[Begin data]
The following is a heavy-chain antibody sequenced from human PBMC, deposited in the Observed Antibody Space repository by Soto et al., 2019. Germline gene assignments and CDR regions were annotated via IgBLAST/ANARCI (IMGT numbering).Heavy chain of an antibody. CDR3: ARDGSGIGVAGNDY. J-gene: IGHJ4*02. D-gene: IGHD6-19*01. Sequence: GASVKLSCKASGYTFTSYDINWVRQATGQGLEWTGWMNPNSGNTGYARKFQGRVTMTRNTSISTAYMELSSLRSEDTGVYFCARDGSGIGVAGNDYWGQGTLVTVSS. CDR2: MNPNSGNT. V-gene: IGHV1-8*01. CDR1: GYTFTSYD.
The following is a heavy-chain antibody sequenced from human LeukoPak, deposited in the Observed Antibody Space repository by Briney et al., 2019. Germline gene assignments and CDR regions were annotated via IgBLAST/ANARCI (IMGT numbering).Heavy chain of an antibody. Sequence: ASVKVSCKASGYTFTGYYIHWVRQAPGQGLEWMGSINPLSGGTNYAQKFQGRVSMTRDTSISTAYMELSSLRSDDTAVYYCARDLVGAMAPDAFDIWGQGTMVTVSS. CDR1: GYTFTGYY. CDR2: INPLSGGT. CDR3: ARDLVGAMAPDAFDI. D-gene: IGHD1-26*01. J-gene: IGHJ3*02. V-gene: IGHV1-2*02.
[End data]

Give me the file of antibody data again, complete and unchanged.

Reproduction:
The following is a heavy-chain antibody sequenced from human PBMC, deposited in the Observed Antibody Space repository by Soto et al., 2019. Germline gene assignments and CDR regions were annotated via IgBLAST/ANARCI (IMGT numbering).Heavy chain of an antibody. CDR3: ARDGSGIGVAGNDY. J-gene: IGHJ4*02. D-gene: IGHD6-19*01. Sequence: GASVKLSCKASGYTFTSYDINWVRQATGQGLEWTGWMNPNSGNTGYARKFQGRVTMTRNTSISTAYMELSSLRSEDTGVYFCARDGSGIGVAGNDYWGQGTLVTVSS. CDR2: MNPNSGNT. V-gene: IGHV1-8*01. CDR1: GYTFTSYD.
The following is a heavy-chain antibody sequenced from human LeukoPak, deposited in the Observed Antibody Space repository by Briney et al., 2019. Germline gene assignments and CDR regions were annotated via IgBLAST/ANARCI (IMGT numbering).Heavy chain of an antibody. Sequence: ASVKVSCKASGYTFTGYYIHWVRQAPGQGLEWMGSINPLSGGTNYAQKFQGRVSMTRDTSISTAYMELSSLRSDDTAVYYCARDLVGAMAPDAFDIWGQGTMVTVSS. CDR1: GYTFTGYY. CDR2: INPLSGGT. CDR3: ARDLVGAMAPDAFDI. D-gene: IGHD1-26*01. J-gene: IGHJ3*02. V-gene: IGHV1-2*02.